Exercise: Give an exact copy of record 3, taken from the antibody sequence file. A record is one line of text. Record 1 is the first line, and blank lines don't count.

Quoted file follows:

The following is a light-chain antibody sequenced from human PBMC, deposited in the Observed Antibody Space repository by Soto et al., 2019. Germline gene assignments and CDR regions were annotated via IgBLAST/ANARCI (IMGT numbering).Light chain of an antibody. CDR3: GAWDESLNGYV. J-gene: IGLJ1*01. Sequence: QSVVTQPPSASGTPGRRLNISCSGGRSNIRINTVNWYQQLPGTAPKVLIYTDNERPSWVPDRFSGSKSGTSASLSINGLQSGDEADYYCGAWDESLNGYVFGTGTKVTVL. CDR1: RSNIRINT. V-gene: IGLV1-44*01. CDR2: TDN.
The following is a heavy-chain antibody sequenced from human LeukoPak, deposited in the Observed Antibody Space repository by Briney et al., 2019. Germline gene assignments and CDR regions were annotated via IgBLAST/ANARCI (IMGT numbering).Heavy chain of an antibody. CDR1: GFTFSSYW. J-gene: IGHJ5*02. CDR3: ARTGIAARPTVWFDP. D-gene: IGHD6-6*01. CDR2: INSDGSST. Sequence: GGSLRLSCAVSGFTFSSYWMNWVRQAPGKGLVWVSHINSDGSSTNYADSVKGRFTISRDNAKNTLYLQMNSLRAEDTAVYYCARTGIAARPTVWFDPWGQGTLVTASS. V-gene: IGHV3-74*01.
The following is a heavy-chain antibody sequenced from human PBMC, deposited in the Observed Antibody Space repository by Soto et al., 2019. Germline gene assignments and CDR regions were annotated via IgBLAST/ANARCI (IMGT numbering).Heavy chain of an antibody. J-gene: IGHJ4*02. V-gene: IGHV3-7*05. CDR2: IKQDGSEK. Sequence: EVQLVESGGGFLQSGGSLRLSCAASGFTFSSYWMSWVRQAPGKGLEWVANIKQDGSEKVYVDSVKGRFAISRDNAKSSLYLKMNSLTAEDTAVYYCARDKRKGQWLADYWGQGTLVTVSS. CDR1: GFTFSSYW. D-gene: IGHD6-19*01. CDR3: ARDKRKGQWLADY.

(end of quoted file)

The following is a heavy-chain antibody sequenced from human PBMC, deposited in the Observed Antibody Space repository by Soto et al., 2019. Germline gene assignments and CDR regions were annotated via IgBLAST/ANARCI (IMGT numbering).Heavy chain of an antibody. J-gene: IGHJ4*02. V-gene: IGHV3-7*05. CDR2: IKQDGSEK. Sequence: EVQLVESGGGFLQSGGSLRLSCAASGFTFSSYWMSWVRQAPGKGLEWVANIKQDGSEKVYVDSVKGRFAISRDNAKSSLYLKMNSLTAEDTAVYYCARDKRKGQWLADYWGQGTLVTVSS. CDR1: GFTFSSYW. D-gene: IGHD6-19*01. CDR3: ARDKRKGQWLADY.